Project Serves: 12,000
Partners: Salem Free Clinic, Corban University, Trinity Covenant Church, Trinity Lutheran Church
Project Name: Health & Dental Services Center
Provides low income youth in Marion and Polk Counties with access to free health education and dental services and treatments.
Project Serves: 5,000
Partners: Boys & Girls Club, Dental Foundation of Oregon, Pacific University School of Dental Health Science, Chemeketa Community College, Oregon Institute of Technology Dental Hygiene Program, Dr. Gary Boehni, DMD, Elisa Schofield, RDH, Salem Hospital, Community Health Education Center.
Project Name: Charitable Mental Health & Medication Management
Provides improved access to mental health care and medication management in rural Yamhill County and surrounding areas for low income, uninsured, unemployed individuals and families suffering from mental health concerns.
Project Serves: 1,483
Partners: Chehalem Youth & Family Services, Head Start of Yamhill County\Newberg School District, George Fox Behavioral Health, Youth Opportunity Program, Lutheran Family Services Ministerial Association, Friends of Chehalem House, Cedar Hills Hospital, Yamhill County, First Step Adolescent Center Providence, Dr. Rosales, Dr. Ken Whittaker, Love Inc
2013-2015 Single Program Grant Awards
Single Program Grants are awarded for a one-year period, with the goal of funding for the second year as well.
All education funding was allocated to collaborative efforts. See the 2013-15 Collaborative Projects.
Congregations Helping People
Interim Utilities & Rent Program - Provides mortgage, rent and utility assistance in order to stabilize economically vulnerable individuals and households who are at risk of becoming homeless.
Congregations Helping People
Program Serves: 409
Mid-Willamette Valley Community Action Agency
Emergency Assistance Program – Promote self-sufficiency and prevents homelessness through emergency financial assistance—including rental and utility—for families and individuals.
Program Serves: 303
Northwest Human Services
Homeless Outreach & Advocacy Project – Assistance in the form of payee services for the homeless and those who suffer from chronic and persistent mental illnesses.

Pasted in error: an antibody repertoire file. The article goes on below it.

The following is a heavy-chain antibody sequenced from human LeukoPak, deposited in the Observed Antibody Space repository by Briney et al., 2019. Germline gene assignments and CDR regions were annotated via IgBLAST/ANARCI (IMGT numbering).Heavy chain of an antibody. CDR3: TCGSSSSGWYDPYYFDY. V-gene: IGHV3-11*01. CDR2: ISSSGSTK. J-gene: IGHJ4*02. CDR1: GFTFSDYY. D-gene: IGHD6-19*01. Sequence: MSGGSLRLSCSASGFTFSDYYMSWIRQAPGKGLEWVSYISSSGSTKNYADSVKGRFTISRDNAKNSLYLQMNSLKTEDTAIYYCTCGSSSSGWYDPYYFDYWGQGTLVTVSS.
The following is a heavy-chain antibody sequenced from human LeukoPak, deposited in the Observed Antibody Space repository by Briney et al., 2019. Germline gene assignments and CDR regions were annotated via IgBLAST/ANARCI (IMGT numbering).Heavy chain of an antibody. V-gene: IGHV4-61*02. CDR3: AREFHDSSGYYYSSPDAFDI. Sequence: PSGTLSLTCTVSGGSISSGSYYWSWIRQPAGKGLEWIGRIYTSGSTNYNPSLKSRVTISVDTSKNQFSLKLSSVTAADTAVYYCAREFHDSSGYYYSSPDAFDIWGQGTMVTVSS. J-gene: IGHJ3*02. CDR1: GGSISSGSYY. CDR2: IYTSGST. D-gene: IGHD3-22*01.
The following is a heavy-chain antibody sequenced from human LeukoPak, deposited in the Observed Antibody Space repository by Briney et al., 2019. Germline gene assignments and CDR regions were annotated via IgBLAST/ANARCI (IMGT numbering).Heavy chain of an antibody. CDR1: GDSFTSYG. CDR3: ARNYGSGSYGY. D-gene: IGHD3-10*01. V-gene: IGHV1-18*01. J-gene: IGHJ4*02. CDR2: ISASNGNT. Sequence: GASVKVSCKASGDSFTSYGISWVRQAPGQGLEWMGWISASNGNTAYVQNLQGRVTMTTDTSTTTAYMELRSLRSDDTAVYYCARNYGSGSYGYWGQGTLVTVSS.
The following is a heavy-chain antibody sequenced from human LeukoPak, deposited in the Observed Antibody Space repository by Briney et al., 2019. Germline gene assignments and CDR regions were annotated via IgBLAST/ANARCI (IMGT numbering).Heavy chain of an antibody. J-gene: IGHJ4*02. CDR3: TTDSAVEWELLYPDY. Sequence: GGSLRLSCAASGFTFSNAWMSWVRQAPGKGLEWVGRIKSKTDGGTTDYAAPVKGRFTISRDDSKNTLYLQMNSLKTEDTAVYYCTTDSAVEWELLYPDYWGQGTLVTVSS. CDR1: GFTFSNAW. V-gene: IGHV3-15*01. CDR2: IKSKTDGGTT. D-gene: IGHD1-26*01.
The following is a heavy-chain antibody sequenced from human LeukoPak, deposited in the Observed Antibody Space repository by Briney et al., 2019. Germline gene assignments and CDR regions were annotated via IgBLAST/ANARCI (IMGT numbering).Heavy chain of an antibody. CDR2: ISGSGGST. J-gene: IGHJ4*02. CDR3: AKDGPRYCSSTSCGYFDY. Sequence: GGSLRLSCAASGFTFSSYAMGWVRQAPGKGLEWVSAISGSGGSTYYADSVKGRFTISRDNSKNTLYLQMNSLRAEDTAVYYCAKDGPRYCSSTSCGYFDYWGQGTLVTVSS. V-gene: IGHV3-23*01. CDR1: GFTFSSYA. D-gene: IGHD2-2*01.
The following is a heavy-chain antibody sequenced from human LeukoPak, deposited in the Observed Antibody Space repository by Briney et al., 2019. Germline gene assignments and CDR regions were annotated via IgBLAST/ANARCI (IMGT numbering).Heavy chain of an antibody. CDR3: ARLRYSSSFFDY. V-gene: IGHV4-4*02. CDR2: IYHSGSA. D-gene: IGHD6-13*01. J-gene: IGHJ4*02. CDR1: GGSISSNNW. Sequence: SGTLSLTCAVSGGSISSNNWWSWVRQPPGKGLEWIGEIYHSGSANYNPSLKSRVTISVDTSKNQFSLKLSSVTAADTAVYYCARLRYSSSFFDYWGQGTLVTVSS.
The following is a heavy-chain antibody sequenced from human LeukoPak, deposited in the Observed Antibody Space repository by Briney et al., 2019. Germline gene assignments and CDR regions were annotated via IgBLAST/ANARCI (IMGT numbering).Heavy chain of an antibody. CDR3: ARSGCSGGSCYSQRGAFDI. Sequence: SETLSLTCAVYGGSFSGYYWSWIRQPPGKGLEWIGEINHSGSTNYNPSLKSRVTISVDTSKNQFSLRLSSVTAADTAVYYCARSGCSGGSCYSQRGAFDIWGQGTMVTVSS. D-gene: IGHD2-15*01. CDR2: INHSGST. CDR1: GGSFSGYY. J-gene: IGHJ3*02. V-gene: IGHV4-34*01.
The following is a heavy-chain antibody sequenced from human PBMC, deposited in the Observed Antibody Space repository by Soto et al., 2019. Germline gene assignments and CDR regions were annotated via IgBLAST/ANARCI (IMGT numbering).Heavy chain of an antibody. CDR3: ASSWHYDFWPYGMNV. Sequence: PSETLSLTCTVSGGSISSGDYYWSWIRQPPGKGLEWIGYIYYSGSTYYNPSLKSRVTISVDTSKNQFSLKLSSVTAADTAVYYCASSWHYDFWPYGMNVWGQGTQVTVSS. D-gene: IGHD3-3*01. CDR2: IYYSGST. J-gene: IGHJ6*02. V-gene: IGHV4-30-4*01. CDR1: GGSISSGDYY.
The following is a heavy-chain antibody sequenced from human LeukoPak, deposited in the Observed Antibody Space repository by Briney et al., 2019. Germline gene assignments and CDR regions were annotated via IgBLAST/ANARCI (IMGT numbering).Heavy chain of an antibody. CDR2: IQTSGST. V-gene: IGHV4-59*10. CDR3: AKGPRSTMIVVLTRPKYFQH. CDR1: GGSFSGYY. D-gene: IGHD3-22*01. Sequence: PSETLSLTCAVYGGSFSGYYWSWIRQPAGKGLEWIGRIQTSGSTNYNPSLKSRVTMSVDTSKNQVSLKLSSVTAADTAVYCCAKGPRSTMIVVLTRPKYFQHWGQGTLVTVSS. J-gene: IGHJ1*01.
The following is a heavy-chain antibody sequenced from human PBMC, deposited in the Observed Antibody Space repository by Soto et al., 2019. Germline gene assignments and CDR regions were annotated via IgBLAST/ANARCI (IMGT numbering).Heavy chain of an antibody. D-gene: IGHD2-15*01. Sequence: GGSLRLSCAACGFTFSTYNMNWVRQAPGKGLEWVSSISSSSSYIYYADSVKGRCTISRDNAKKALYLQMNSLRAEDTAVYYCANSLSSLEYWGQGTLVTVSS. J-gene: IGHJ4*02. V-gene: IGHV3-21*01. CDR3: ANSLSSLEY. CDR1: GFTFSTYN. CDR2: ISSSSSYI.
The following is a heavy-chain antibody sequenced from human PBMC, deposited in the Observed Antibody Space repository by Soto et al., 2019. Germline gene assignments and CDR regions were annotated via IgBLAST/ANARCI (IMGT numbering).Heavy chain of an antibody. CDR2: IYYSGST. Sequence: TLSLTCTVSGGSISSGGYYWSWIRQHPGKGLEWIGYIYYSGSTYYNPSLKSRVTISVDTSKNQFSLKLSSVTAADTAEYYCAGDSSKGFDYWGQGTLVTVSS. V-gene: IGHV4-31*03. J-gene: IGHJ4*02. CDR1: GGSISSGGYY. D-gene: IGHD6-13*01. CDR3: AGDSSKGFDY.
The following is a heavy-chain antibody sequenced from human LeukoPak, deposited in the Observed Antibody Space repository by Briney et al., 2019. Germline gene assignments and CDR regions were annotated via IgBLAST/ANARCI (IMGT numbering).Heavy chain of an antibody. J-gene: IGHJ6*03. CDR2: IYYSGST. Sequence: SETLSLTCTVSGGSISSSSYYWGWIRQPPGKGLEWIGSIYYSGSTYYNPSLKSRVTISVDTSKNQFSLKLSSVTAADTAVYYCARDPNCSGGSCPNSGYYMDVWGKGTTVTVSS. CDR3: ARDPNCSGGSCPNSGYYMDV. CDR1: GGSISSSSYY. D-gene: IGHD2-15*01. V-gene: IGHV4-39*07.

Program Serves: 250
Northwest Human Services
HOST Street Outreach Project – Serving runaway, homeless and street youth ages 18-24. Provides outreach through the distribution of food, first aid, water, blankets and other basic needs; drop-in center offering food, showers, and laundry; case management in order to access drug and alcohol treatment, educational and vocational programs, and other needed services.
Program Serves: 8,800
Emergency Shelter Program - Provides confidential shelter and other supports to victims of domestic violence and their children who are fleeing from abusive situations.
Program Serves: 114
St. Joseph Shelter
St. Joseph Family Shelter - Provides housing, meals, case management and other support services for homeless families with children. Primary objective of the program is to help families obtain or maintain stable employment, move into permanent housing, and support children to succeed in school.
Program Serves: 150
Yamhill Community Action Partnership
Yamhill Regional Food Bank – Acts as the hub for a network of 25 hunger-relief agencies serving Yamhill County. Secures food from retailers and farmers; receives donations from businesses and individuals; and is the area’s designated TEFAP/USDA distributor. Distributes resources to 25 charitable programs and organizations (food pantries, soup kitchens, shelters, etc) helping low-income households and individuals throughout Yamhill County.
Program Serves: 24,798
Helping Hands Outreach Centers
Helping hands Outreach Reentry - Case management, needs assessments, mentoring, housing, emergency services, access to mental health and chemical dependency resources, and vocational training for indigent, homeless, or recently incarcerated individuals.
Program Serves: 435
McMinnville Free Clinic
McMinnville Free Clinic - Provides uninsured individuals with free health care, health care education, and connects people to needed resources.
Program Serves: 1,200
Providentce Newberg Health Foundation, Faith in Action
Strong for Life – Regular fitness classes for seniors in order to improve muscle strength, gait, stability, and functional ability without any adverse effects. Decreases isolation and supports seniors to achieve better overall physical fitness and to manage health-related issues.
Program Serves: 360
Yamhill County CASA
Court Appointed Special Advocates – Supports program that trains volunteers to advocate for children ages 0-18. CASA volunteers speak on behalf of children in court proceedings and advocate for timely resolution of cases to hasten placement in safe, permanent environments.
Program Serves: 306
On any given day, you, your neighbor, friend or co-worker could be seeking help for the first time and have no idea where to look.
2-1-1 is an easy-to-remember, toll-free phone number that connects callers with local community services such as food, shelter, counseling, employment assistance, elder care, legal help, and more. Rather than spending hours searching the Internet or calling numerous numbers, simply dialing 2-1-1 is an efficient and convenient solution.